“Hear the future and prepare for it” is the World Health Organization’s (WHO’s) message for World Hearing Day 2018. To that end, Gil Poliquin Hearing advises everyone to take care of their hearing health.
Take action for hearing health on World Hearing Day
On World Hearing Day, March 3rd, 2018, Gil Poliquin Hearing hopes to encourage more people to be mindful of their hearing health.1 Based on statistical projections, the World Health Organization (WHO) has revealed that the prevalence of hearing loss is set to increase globally, and this World Hearing Day discusses how preventative measures could help curb the rise. With more than 5% of the global population already affected by disabling hearing loss2, now is the time to raise awareness and address why people do not recognize the signs when they are affected.
Causes of hearing loss
Many things can cause hearing loss – both in and out of our control. The most common include:
- Exposure to excessive noise
- Genetic causes
- Complications at birth
- Certain infectious diseases
- Chronic ear infections
- Certain medications
Approximately 60% of childhood hearing loss is due to preventable causes.2 Although not all hearing loss can be prevented, we can take action to take better care of our ears, such as wearing ear protection when working with loud machinery. More importantly, we can pay more attention to our hearing and seek advice from an expert if we have any concerns.
Hearing loss can be a slow process, so it can be difficult to read the signs of deterioration, and in many cases, is easily ignored. In comparison to loss of sight, hearing loss is not always noticeable. Many people have a vision test annually to maintain eye health. Unfortunately, many people don’t take the same precautions for their ears, because hearing is as important as sight.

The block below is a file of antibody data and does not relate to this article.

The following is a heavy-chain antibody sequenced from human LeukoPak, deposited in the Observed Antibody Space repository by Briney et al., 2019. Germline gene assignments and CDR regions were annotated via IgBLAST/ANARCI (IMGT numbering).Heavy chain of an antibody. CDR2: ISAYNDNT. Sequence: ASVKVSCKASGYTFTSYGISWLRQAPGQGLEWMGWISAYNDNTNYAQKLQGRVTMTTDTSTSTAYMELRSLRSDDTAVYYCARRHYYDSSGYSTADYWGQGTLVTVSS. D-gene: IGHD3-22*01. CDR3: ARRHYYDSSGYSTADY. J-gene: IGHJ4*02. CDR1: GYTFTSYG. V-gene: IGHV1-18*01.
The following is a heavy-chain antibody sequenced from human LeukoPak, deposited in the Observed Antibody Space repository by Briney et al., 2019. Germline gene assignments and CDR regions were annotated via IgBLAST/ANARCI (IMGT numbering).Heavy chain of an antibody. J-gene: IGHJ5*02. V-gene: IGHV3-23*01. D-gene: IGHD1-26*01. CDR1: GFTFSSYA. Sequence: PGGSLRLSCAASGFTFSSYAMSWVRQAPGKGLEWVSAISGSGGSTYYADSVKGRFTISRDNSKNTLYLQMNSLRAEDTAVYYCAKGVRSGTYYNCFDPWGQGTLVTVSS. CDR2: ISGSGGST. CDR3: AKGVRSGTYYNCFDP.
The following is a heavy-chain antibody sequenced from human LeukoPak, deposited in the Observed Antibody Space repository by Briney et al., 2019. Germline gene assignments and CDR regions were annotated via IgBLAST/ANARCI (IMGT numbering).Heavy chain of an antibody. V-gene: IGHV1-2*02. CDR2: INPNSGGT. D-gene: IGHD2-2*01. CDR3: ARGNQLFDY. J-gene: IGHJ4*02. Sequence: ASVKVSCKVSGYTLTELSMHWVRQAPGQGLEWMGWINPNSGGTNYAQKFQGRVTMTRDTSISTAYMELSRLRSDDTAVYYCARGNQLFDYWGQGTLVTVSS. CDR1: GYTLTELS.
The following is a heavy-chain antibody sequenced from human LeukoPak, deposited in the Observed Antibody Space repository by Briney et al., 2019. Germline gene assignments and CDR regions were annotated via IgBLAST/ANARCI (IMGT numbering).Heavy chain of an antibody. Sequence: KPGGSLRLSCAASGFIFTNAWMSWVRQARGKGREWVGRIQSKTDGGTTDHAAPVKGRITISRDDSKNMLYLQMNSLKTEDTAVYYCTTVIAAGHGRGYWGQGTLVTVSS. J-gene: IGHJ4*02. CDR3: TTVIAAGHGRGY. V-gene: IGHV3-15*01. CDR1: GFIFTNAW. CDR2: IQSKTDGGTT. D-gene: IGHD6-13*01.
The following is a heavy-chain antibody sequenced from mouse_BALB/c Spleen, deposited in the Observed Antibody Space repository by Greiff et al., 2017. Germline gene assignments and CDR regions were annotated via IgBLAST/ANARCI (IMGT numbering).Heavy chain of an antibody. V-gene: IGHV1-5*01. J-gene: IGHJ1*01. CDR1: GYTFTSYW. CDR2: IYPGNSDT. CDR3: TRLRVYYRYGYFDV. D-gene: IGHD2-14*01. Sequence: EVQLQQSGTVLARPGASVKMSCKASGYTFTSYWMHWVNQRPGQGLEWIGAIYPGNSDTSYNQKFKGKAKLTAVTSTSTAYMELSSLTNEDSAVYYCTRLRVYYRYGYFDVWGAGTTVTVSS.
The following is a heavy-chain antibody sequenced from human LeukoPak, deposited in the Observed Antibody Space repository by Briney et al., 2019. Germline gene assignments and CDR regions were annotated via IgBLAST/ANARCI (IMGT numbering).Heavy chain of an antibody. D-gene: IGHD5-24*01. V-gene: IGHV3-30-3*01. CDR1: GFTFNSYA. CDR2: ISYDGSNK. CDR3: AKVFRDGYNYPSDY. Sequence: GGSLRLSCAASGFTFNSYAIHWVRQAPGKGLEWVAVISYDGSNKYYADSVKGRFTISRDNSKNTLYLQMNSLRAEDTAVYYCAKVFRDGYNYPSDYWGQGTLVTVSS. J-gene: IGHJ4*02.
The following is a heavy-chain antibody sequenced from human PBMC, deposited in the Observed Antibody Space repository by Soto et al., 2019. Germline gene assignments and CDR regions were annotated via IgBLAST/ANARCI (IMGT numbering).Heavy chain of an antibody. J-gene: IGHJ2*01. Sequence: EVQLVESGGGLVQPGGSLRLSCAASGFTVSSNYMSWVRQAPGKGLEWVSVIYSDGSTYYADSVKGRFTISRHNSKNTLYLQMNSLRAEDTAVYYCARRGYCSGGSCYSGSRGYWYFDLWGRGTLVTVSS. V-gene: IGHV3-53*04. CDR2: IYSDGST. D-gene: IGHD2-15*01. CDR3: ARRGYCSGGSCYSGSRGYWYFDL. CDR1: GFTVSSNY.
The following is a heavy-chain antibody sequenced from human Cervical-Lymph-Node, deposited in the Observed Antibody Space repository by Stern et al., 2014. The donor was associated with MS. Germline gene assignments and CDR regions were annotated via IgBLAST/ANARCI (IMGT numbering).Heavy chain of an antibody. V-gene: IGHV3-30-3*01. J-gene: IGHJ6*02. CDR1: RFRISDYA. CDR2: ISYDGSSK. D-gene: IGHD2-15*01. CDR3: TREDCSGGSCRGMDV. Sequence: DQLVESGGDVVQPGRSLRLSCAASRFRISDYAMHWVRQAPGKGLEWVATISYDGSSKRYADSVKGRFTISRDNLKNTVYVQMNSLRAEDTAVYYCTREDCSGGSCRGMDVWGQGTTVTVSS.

Knowing the signs of hearing loss
One key element to maintaining hearing health is paying attention to the early signs of hearing loss, such as:
- Having the television or radio consistently at a loud volume
- Struggling to follow conversations (especially in noisy environments such as restaurants)
- Asking people to repeat themselves often
- Withdrawal and isolation to avoid tough listening situations
- Repositioning to point your ears toward sound
- Not hearing the phone ring, the doorbell or sirens
Untreated hearing loss can be detrimental
Our professionals urge you to address the symptoms of hearing loss. We advise you begin with a professional hearing assessment* to eliminate guesswork. Untreated hearing loss can cause serious long-term conditions, especially later in life, so we implore everyone to maintain their hearing care now.
Hearing loss has a number of side effects. Untreated, hearing loss can cause people to withdraw from socializing and lead to feelings of isolation and depression. Several studies have concluded that hearing loss contributes to the early onset of dementia, including the recent study authored by the Lancet Commissions on Dementia Prevention, Intervention, and Care.3 Addressing hearing loss is key to remaining cognitive and socially active.
Hearing loss is widespread – and growing
According to the WHO, approximately one third of people over 65 years of age are affected by disabling hearing loss2 and are potentially at risk of affecting their overall health if untreated. With the number of people aged 65 and above predicted to have doubled in 2050 compared to today4, age-related hearing loss is almost certainly a contributing factor to the increasing prevalence of hearing loss. That’s partially why the WHO’s slogan for 2018 is “Hear the future and prepare for it.” Now is the best time to act.
How can you take action on World Hearing Day?
Just by reading this to educate yourself, you are taking an important step. If you have concerns about your hearing, or have someone in your life who shows signs of hearing loss, make an appointment for a free, no-obligation hearing assessment* so you can learn more about your individual needs. Call (207) 430-3664 for more information.
4US Census Bureau data estimates; US Census Bureau, An Aging World: 2015